Continuing from last week where we examined how the term ‘google’, a word that only came into existence in 1997, is widely used in all sorts of day-to-day conversations, this week we will consider a phrase that is so widely misused one wonders if its misuse is even ever noticed. As technology has evolved, so has its presence in our daily lives. Not so long ago, it was quite uncommon for a typical household to have a personal computer with Internet access, nevermind multiple Web-enabled devices under one roof. News stories, advertising and countless other forms of media began filling up with all sorts of dot-com-this and website-that. As technology progressed though, proper technical speech unfortunately lagged behind.

If you were one of the earlier adopters of technology, odds are pretty good that your first work and home Internet access involved a dial-up modem for connectivity. The account with your Internet Service Provider included a username and password which was required each time you connected to the ‘net. Without these credentials, the connection simply did not exist. Thankfully for many of us, broadband Internet access became available in our area over a decade ago, enabling an always-on connection – no username and password to have to remember, just click and go. As more of us have moved to some flavor of broadband connection, we (along with many others including those in the media and advertising realms) have somehow retained a phrase from the golden days of dial-up connections. This phrase, ‘log in’ or ‘log on’ appears to be here to stay, yet technically speaking its common use today is fallacious.

Long before the Internet invaded our homes, terminals required a user ‘log in/on’ in order to perform a task, typically on a large mainframe computer in a dark closet. With the introduction of consumer dial-up Internet accounts, the same username / password ‘log in/on’ process invaded our homes. Even today, eMail accounts require a user ‘log in/on’ to a server in order to retrieve and send messages. That aside, with the exception of subscription websites, social media portals and financial institutions, rarely ever must one ‘log in/on’ to view Web content. Think for a moment of the websites you typically enjoy visiting on a regular basis. Are you required to enter a username and password before you can browse the latest information on the site? Odds are very good that you do not. Therefore, even though the news anchor encourages you to ‘log in/on’ to their website for up-to-date information, such would be impossible without them providing you credentials to do so first.

Very soon we will be doing a Q&A series of articles. Please send any technology-related questions to techtalk@theclarion.org and over the next several weeks I will filter through them, combine some as necessary and see where things go. I am looking forward to this, it should be a lot of fun but without your questions there simply won’t be anything to answer.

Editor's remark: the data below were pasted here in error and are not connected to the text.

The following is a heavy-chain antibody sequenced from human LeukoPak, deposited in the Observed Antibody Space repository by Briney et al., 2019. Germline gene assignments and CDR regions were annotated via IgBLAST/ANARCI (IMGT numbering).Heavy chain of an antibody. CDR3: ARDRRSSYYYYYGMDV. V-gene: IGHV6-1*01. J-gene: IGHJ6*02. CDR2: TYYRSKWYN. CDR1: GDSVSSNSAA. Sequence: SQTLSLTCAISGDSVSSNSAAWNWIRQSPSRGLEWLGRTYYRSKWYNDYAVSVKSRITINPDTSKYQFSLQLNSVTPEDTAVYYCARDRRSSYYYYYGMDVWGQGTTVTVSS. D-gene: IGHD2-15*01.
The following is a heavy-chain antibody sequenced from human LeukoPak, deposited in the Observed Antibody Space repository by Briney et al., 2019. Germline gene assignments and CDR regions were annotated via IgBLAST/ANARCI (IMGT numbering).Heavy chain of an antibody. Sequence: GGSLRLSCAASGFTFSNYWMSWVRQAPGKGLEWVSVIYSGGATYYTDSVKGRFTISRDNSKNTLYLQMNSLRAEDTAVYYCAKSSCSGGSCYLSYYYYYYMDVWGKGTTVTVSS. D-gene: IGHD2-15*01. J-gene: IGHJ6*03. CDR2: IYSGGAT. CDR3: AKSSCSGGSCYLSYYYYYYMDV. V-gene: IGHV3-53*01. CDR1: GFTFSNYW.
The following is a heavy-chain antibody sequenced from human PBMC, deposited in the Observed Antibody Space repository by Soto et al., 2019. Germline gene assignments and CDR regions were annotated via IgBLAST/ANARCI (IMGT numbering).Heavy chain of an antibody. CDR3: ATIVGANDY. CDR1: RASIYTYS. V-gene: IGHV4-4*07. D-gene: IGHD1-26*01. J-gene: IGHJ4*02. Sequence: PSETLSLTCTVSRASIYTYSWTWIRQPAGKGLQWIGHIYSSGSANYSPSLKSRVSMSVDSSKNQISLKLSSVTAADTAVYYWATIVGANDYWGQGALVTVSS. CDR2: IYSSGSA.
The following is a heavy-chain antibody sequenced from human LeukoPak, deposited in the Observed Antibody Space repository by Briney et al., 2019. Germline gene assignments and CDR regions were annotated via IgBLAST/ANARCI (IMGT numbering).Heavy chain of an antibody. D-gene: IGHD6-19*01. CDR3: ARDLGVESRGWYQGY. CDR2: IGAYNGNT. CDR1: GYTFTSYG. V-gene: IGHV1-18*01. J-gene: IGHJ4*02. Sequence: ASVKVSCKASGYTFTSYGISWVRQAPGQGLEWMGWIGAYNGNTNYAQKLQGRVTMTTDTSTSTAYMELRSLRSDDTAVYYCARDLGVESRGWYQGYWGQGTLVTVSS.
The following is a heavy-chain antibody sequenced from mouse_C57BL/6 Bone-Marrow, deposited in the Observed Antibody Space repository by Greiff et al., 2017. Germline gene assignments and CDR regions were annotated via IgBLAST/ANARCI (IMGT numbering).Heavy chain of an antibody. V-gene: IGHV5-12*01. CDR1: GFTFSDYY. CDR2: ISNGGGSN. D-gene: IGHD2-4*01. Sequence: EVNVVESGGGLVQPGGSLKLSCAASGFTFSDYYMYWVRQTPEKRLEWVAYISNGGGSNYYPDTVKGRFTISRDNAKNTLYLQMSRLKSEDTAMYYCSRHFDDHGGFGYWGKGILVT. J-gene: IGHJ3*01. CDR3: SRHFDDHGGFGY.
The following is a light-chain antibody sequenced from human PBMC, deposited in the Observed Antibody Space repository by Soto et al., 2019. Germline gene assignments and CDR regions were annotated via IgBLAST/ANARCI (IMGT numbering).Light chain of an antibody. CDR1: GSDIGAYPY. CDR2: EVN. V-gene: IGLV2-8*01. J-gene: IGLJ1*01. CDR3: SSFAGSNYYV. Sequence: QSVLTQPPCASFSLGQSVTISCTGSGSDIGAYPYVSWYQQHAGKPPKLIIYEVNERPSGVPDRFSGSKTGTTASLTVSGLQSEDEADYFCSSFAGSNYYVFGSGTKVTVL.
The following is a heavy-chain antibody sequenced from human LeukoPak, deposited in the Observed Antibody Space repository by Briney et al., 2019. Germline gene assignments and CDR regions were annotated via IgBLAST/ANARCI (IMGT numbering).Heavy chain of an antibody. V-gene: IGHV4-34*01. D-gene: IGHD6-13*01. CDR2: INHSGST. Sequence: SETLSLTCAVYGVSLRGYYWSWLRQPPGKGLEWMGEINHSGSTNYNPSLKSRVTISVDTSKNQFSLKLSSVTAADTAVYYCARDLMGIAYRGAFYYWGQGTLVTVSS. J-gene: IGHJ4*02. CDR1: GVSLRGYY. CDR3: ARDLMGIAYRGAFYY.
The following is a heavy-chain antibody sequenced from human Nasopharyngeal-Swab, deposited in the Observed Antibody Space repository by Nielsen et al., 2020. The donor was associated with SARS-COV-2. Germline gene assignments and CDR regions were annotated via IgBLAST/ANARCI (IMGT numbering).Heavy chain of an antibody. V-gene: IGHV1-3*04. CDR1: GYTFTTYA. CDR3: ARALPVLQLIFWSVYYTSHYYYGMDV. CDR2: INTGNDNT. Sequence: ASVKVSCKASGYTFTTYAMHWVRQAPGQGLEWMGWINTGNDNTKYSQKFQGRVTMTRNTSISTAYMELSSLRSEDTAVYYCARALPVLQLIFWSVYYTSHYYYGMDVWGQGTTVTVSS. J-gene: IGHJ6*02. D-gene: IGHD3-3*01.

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Words and Phrases

Originally published in The Clarion | July 06, 2011

The words we use, our vocabulary and vernacular in America is ever-changing. Discoveries and events in various fields of science and technology seem to bring about new words and phrases seemingly daily. I recall as a child a teacher asking my class one day for us to think of a word that we use that holds a different meaning than it did originally. Being the computer geek I am (and apparently was even in the mid-1980’s), the first word that came to my mind was Commodore. Frankly, I’m not too sure I even knew at the time what the original meaning of the word was, but I was pretty confident it was a word before the introduction of the Commodore 64 computer. Today, things are no different. In fact, I would wager that we use more words today in ways outside of their original meaning than ever before. On top of that, there are many words and phrases that we seem to hold on to even when they are not applicable.

One term that I seem to hear on a daily basis is one that has a slightly different spelling from the original, and has somehow been transformed from a noun into a verb. How often to you hear someone say ‘Just Google it’? Apparently it is easier for us to use the term Google in place of the word Search. Maybe we just like how the word sounds, I’m honestly not sure. Of course we all know that this use of the word Google is actually a noun-to-verb transformation of the name of one of the most popular Web search engines. I often wonder why some of Google’s predecessors didn’t get such an honor, possibly Yahoo or Altavista or Dogpile. I guess they just don’t have the ring to them that Google does. Thankfully though, Google took the honor before Bing came about. I shiver thinking of using that word in daily conversation.

Depending on whose story you believe, the name Google derived from the word Googol, a cardinal number represented as one followed by one hundred zeros or ten raised to the power of one hundred. I’m not sure the original meaning of Googol had anything to do with the company choosing a slightly modified spelling for its name, but it is nonetheless interesting. Next week we will consider another phrase that is used so often it makes one think it is used accurately (but unfortunately nothing could be further from the truth).

I had a friend recommend to me the other day that I take questions from my readers, and do a series of Q&A articles. Honestly, the idea scared me at first but the more I have considered it, I like the idea. So, now it is your turn. Please send any technology-related questions to techtalk@theclarion.org and over the next several weeks I will filter through them, combine some as necessary and see where things go. I am looking forward to this, it should be a lot of fun.